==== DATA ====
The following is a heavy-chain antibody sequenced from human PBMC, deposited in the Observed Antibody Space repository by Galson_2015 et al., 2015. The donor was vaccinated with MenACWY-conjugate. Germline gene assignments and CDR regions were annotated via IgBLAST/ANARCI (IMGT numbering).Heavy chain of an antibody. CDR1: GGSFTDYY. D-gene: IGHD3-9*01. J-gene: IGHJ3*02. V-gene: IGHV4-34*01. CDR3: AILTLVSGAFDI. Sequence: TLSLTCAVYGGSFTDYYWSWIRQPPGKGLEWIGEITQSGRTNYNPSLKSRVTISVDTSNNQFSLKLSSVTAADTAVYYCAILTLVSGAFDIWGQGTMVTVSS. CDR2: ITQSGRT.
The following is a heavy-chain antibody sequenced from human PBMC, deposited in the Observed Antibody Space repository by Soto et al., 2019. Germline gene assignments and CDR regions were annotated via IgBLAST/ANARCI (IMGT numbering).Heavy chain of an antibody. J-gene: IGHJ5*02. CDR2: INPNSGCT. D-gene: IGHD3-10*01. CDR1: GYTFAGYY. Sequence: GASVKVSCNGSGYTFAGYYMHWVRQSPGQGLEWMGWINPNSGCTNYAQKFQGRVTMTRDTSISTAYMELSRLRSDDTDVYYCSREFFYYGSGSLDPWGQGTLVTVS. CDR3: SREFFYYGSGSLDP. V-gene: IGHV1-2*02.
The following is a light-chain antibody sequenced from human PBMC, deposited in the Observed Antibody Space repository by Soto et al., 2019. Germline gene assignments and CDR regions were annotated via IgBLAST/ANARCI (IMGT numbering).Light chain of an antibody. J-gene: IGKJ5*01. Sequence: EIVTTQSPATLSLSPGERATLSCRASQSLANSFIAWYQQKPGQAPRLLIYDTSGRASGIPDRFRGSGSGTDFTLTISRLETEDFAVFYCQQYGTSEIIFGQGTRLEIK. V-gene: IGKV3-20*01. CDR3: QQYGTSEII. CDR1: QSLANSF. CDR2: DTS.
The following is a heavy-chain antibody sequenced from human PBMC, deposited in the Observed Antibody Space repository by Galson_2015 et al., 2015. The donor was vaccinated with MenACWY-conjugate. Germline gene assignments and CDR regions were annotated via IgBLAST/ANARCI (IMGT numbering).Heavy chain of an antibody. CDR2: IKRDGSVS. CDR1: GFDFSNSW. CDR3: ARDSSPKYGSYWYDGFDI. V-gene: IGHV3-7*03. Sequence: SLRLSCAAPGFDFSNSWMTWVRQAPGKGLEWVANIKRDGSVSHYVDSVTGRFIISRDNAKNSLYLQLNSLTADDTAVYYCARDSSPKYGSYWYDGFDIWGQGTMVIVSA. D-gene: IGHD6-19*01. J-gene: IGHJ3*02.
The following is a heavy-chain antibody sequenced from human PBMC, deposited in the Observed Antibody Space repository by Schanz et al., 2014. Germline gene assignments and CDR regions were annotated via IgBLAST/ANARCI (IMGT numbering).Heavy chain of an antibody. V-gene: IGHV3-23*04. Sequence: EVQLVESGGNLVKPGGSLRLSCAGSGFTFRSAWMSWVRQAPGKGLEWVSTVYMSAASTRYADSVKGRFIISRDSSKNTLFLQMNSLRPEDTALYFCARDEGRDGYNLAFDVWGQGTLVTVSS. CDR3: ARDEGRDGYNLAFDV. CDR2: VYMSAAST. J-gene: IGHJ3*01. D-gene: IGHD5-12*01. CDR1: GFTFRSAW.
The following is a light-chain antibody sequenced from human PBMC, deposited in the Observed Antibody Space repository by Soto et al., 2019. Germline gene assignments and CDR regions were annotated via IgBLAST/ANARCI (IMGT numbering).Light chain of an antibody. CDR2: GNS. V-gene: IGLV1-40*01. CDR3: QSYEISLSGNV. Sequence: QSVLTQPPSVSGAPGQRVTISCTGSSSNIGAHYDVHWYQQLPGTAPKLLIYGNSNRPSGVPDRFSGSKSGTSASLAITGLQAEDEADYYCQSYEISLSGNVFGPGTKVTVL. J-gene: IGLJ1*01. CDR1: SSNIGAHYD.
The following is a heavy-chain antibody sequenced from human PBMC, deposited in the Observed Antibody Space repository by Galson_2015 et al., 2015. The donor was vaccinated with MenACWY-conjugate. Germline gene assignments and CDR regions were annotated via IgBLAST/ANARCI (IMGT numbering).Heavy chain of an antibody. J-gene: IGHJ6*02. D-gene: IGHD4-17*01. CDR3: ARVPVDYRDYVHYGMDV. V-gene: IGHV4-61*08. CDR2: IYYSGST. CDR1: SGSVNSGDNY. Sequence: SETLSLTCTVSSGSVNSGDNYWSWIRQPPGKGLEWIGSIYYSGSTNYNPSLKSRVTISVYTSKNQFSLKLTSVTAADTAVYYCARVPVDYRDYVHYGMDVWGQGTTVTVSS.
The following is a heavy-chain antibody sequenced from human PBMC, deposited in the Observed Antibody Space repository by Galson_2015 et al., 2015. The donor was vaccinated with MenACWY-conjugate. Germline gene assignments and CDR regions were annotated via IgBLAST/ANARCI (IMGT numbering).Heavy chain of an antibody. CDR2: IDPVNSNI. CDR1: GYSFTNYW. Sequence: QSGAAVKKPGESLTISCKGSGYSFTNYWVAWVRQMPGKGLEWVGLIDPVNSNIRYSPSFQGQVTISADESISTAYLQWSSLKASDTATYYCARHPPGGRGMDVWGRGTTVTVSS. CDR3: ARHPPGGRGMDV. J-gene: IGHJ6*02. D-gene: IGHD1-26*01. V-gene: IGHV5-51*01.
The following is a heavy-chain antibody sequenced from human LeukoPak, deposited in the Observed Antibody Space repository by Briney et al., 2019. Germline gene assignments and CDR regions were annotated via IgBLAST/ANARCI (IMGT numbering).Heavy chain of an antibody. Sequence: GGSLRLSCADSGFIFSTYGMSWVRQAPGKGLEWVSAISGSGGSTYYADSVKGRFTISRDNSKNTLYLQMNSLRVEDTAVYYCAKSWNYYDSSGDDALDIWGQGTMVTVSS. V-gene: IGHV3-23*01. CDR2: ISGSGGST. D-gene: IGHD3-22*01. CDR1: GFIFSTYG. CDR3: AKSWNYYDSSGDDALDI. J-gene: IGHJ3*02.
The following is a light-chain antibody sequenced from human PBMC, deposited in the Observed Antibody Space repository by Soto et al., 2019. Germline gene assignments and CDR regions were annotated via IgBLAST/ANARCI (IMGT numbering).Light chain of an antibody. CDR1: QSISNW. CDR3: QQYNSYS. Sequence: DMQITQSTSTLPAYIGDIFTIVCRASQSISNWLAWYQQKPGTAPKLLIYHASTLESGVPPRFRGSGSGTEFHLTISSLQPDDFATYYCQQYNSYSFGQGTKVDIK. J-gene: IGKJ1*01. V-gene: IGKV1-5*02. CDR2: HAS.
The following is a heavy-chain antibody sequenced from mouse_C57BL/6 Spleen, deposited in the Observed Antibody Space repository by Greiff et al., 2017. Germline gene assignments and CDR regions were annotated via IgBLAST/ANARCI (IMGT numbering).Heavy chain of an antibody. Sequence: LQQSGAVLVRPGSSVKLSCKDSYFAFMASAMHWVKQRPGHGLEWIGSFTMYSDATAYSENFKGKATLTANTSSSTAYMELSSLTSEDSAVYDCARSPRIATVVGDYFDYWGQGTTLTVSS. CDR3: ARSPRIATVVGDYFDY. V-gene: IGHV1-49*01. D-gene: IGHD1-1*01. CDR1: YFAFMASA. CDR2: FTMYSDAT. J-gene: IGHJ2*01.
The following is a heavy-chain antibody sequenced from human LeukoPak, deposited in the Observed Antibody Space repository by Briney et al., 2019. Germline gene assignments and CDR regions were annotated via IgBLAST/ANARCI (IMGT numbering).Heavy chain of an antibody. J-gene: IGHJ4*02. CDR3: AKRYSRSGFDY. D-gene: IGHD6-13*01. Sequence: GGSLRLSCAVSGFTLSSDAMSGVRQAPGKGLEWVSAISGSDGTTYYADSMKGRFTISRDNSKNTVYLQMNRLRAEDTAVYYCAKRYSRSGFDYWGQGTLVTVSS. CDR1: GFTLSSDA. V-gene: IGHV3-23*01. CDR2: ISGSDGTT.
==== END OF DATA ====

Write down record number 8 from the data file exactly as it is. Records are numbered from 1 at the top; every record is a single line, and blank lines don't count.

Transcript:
The following is a heavy-chain antibody sequenced from human PBMC, deposited in the Observed Antibody Space repository by Galson_2015 et al., 2015. The donor was vaccinated with MenACWY-conjugate. Germline gene assignments and CDR regions were annotated via IgBLAST/ANARCI (IMGT numbering).Heavy chain of an antibody. CDR2: IDPVNSNI. CDR1: GYSFTNYW. Sequence: QSGAAVKKPGESLTISCKGSGYSFTNYWVAWVRQMPGKGLEWVGLIDPVNSNIRYSPSFQGQVTISADESISTAYLQWSSLKASDTATYYCARHPPGGRGMDVWGRGTTVTVSS. CDR3: ARHPPGGRGMDV. J-gene: IGHJ6*02. D-gene: IGHD1-26*01. V-gene: IGHV5-51*01.